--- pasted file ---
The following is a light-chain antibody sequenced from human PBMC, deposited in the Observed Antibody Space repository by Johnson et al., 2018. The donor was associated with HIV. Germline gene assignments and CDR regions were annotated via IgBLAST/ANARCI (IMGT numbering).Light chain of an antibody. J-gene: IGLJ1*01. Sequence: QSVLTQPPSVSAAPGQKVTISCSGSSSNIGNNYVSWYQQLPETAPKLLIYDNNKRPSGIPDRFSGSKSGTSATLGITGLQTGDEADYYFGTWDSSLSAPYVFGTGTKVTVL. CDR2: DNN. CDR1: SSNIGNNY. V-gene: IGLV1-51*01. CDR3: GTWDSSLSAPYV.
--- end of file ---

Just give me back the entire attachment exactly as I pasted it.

The following is a light-chain antibody sequenced from human PBMC, deposited in the Observed Antibody Space repository by Johnson et al., 2018. The donor was associated with HIV. Germline gene assignments and CDR regions were annotated via IgBLAST/ANARCI (IMGT numbering).Light chain of an antibody. J-gene: IGLJ1*01. Sequence: QSVLTQPPSVSAAPGQKVTISCSGSSSNIGNNYVSWYQQLPETAPKLLIYDNNKRPSGIPDRFSGSKSGTSATLGITGLQTGDEADYYFGTWDSSLSAPYVFGTGTKVTVL. CDR2: DNN. CDR1: SSNIGNNY. V-gene: IGLV1-51*01. CDR3: GTWDSSLSAPYV.